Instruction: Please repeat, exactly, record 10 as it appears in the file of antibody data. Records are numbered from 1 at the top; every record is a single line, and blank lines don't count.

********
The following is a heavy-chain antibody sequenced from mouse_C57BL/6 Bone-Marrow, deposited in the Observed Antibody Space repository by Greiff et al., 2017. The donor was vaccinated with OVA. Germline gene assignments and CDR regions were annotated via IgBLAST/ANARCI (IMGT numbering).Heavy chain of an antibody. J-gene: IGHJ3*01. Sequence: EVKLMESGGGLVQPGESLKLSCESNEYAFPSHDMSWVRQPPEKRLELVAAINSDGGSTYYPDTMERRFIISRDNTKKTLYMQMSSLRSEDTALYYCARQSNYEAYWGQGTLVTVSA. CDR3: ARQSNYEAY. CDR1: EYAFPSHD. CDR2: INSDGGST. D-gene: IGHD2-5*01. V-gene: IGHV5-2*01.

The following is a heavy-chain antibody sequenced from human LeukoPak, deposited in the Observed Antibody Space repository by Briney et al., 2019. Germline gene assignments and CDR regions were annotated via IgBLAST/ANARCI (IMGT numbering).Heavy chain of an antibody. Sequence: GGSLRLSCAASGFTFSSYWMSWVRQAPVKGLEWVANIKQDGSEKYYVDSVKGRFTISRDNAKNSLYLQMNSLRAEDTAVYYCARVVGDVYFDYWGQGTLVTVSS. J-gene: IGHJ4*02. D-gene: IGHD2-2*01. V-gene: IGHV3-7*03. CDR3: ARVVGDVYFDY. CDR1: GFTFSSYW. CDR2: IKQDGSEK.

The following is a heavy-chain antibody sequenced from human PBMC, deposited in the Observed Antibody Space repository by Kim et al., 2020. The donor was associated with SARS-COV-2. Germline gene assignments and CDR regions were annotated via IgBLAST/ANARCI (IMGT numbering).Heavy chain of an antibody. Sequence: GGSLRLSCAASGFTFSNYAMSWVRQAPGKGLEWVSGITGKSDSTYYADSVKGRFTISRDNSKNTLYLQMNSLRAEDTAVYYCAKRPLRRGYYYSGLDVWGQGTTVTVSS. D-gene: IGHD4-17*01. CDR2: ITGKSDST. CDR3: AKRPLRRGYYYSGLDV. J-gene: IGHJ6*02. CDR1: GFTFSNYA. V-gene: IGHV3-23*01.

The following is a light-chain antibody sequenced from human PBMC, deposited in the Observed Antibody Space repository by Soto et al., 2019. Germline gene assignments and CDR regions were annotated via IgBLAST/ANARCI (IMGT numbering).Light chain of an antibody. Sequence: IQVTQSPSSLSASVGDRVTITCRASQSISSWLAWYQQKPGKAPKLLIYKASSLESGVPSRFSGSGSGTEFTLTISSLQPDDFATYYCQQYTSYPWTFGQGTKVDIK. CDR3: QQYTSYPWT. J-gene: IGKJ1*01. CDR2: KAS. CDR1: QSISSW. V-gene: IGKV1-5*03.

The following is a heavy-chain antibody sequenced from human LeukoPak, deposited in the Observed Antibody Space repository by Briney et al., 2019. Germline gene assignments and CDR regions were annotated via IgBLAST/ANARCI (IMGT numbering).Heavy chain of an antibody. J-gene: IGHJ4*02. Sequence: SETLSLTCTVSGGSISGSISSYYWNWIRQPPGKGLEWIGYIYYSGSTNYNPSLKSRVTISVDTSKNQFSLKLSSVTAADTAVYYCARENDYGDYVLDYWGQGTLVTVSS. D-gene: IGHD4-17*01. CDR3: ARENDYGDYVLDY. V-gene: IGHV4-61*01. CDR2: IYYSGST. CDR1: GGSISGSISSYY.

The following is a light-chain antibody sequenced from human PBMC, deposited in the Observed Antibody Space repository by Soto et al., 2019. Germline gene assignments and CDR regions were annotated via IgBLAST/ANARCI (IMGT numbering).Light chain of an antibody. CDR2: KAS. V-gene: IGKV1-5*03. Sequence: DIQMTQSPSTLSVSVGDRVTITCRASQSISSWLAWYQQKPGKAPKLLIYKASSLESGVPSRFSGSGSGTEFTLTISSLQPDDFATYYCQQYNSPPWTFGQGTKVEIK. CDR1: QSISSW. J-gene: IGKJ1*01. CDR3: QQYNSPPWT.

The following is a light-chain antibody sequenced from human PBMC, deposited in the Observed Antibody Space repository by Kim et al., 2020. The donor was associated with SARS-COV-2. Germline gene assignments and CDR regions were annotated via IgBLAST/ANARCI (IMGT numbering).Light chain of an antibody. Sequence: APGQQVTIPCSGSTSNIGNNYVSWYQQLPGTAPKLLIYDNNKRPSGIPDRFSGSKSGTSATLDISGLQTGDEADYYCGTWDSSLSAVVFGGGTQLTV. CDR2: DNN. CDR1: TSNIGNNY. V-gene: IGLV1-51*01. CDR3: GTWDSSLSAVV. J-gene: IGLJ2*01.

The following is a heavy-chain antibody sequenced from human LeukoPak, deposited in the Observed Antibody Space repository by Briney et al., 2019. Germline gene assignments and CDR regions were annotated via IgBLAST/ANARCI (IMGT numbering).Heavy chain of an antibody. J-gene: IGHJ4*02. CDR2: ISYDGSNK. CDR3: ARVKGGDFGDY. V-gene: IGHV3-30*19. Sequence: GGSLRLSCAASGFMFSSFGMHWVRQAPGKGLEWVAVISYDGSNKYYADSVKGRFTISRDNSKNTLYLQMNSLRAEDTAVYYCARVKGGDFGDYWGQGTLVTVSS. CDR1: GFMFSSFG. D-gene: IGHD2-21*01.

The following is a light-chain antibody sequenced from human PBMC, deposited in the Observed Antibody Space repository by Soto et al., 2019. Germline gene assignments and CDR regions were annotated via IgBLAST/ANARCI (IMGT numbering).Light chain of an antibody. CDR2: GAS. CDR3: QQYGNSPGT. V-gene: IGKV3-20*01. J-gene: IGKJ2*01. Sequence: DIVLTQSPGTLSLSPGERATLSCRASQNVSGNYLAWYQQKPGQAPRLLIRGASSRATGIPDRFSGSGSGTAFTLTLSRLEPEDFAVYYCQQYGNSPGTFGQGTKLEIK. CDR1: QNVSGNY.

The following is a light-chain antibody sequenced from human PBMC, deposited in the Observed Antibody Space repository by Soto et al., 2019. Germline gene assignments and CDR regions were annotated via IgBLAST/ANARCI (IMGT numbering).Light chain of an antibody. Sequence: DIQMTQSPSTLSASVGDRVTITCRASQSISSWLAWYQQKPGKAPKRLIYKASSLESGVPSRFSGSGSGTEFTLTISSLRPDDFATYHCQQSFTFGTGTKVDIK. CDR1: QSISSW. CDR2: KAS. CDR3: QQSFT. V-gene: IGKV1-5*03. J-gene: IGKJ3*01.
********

The following is a light-chain antibody sequenced from human PBMC, deposited in the Observed Antibody Space repository by Soto et al., 2019. Germline gene assignments and CDR regions were annotated via IgBLAST/ANARCI (IMGT numbering).Light chain of an antibody. Sequence: DIQMTQSPSTLSASVGDRVTITCRASQSISSWLAWYQQKPGKAPKRLIYKASSLESGVPSRFSGSGSGTEFTLTISSLRPDDFATYHCQQSFTFGTGTKVDIK. CDR1: QSISSW. CDR2: KAS. CDR3: QQSFT. V-gene: IGKV1-5*03. J-gene: IGKJ3*01.